...is not yer average funeral. Nor was Our Ma yer average woman. She was bright, bold, brave, cheerful and kind. And so, in the same way she lived, we will mark her passing.
No lugubrious music and mournful black. She will come in to Moonlight Serenade by Glenn Miller, and pass through the crematorium curtains to What A Wonderful World, by Louis Armstrong. Those attending have been asked to wear their brightest garb, and if we clash, all the better!
The five foot long spray ordered by the family to lie along the length of her coffin will have huge colourful lilies, and vibrant strongly-scented freesias, and it will be augmented by several extra-large Chuppa lollies stuck in here and there. In her latter years, especially when in the home, she often asked visitors for a lollipop (or a stick of rock if we said we were going away for a weekend or a holiday) which were duly brought along on the next visit, greeted with enthusiasm, the popped in her handbang, or a drawer in her room, and then utterly forgotten, and never eaten. The sister-in-law, when she visited Freddie's room the home last week, found lots of lollies about the place, and so was magically inspired to include them in the main floral tribute.
I guess a stranger, viewing the garb of those attending, or the flowers, will assume it was young person, a child even, who has died. In a way, and not just because her dementia ushered in a "second childhood" of fragility and high dependence on others, it would be almost appropriate if they thought that as Our Ma never entirely 100% grew up. It was this fabulous childlike quality (which The Husband has inherited in spades) that made her such a marvellous mother; imaginative, playful, inventive and full of enthusiasm for life.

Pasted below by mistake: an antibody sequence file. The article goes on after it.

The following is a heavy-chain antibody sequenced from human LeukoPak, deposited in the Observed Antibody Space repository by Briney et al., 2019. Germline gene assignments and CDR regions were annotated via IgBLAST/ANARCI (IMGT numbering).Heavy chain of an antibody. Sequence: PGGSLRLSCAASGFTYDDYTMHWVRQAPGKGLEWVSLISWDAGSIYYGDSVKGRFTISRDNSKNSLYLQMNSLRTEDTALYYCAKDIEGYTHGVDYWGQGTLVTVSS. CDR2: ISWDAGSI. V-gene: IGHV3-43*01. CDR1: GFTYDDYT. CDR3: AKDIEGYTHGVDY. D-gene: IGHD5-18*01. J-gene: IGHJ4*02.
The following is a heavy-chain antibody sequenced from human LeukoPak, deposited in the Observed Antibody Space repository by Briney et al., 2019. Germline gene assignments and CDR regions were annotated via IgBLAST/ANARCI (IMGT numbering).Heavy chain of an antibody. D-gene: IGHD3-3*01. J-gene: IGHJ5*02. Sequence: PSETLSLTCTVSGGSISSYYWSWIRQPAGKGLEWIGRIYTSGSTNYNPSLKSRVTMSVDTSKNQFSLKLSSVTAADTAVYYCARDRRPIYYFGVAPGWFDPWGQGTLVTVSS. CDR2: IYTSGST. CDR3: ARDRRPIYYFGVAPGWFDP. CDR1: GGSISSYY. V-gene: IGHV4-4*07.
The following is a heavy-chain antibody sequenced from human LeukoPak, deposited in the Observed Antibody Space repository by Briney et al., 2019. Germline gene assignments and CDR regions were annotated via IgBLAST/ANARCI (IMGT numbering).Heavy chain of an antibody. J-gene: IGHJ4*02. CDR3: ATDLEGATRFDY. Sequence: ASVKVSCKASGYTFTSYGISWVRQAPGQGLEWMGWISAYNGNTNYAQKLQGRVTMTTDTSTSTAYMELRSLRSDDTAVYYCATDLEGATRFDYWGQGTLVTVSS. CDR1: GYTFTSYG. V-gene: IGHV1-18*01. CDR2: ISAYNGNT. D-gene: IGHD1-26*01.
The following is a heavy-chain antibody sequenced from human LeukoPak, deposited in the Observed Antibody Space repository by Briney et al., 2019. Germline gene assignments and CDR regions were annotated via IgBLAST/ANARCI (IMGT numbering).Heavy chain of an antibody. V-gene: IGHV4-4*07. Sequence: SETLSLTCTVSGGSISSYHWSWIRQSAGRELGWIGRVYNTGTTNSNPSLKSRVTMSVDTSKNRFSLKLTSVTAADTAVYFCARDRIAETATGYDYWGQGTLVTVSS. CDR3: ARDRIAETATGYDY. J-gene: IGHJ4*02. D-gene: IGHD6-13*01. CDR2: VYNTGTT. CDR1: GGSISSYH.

So it is Girlie (her childhood nickname) we are commemorating, as well as Mrs Winfred Bulmer. And because she lived to fulfil all her potential, and well beyond the average life span, it has that element of remembering the infant and the younger woman, but no sorrowful sense of a life cut short before it had been fully lived. Her life WAS lived, and THEN some!
All of us there will be thinking, I guess, we should be so lucky. Her life has shown us the way to squeeze every last drop of delicious juice, extract every minute of joy and fun, from the energy and time one has been granted on this earth.
Her true memorial will be if we all try to remember to do that, if we can, and not grouse or grumble our way into later life feeling bloody sorry for ourselves.